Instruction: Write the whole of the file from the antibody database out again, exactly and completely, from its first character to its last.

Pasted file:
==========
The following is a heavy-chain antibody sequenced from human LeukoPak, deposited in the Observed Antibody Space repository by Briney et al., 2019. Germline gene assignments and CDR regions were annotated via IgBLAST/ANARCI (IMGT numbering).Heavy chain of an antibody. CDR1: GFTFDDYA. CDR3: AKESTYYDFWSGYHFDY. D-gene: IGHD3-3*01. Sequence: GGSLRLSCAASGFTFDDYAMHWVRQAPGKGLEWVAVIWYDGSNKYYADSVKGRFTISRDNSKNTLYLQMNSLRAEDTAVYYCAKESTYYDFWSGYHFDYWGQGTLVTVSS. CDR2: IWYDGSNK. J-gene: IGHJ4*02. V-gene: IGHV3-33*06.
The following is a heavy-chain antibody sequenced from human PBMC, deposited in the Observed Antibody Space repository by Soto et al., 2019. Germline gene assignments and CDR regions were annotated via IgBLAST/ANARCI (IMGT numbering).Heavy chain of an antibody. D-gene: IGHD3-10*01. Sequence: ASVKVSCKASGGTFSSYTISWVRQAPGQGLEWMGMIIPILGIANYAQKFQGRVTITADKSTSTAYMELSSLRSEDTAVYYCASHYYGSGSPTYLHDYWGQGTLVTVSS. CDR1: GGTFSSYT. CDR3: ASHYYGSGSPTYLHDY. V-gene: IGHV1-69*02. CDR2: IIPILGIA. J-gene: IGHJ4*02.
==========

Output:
The following is a heavy-chain antibody sequenced from human LeukoPak, deposited in the Observed Antibody Space repository by Briney et al., 2019. Germline gene assignments and CDR regions were annotated via IgBLAST/ANARCI (IMGT numbering).Heavy chain of an antibody. CDR1: GFTFDDYA. CDR3: AKESTYYDFWSGYHFDY. D-gene: IGHD3-3*01. Sequence: GGSLRLSCAASGFTFDDYAMHWVRQAPGKGLEWVAVIWYDGSNKYYADSVKGRFTISRDNSKNTLYLQMNSLRAEDTAVYYCAKESTYYDFWSGYHFDYWGQGTLVTVSS. CDR2: IWYDGSNK. J-gene: IGHJ4*02. V-gene: IGHV3-33*06.
The following is a heavy-chain antibody sequenced from human PBMC, deposited in the Observed Antibody Space repository by Soto et al., 2019. Germline gene assignments and CDR regions were annotated via IgBLAST/ANARCI (IMGT numbering).Heavy chain of an antibody. D-gene: IGHD3-10*01. Sequence: ASVKVSCKASGGTFSSYTISWVRQAPGQGLEWMGMIIPILGIANYAQKFQGRVTITADKSTSTAYMELSSLRSEDTAVYYCASHYYGSGSPTYLHDYWGQGTLVTVSS. CDR1: GGTFSSYT. CDR3: ASHYYGSGSPTYLHDY. V-gene: IGHV1-69*02. CDR2: IIPILGIA. J-gene: IGHJ4*02.